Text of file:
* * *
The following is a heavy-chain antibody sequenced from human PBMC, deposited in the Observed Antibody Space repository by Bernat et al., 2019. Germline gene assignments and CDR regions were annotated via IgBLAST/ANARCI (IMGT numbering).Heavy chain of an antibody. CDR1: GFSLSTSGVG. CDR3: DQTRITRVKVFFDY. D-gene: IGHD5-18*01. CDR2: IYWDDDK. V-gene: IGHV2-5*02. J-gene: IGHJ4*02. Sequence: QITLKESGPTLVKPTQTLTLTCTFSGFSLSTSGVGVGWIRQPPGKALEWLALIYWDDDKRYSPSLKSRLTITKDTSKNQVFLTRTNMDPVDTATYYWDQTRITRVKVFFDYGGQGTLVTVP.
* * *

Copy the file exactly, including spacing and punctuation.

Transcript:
The following is a heavy-chain antibody sequenced from human PBMC, deposited in the Observed Antibody Space repository by Bernat et al., 2019. Germline gene assignments and CDR regions were annotated via IgBLAST/ANARCI (IMGT numbering).Heavy chain of an antibody. CDR1: GFSLSTSGVG. CDR3: DQTRITRVKVFFDY. D-gene: IGHD5-18*01. CDR2: IYWDDDK. V-gene: IGHV2-5*02. J-gene: IGHJ4*02. Sequence: QITLKESGPTLVKPTQTLTLTCTFSGFSLSTSGVGVGWIRQPPGKALEWLALIYWDDDKRYSPSLKSRLTITKDTSKNQVFLTRTNMDPVDTATYYWDQTRITRVKVFFDYGGQGTLVTVP.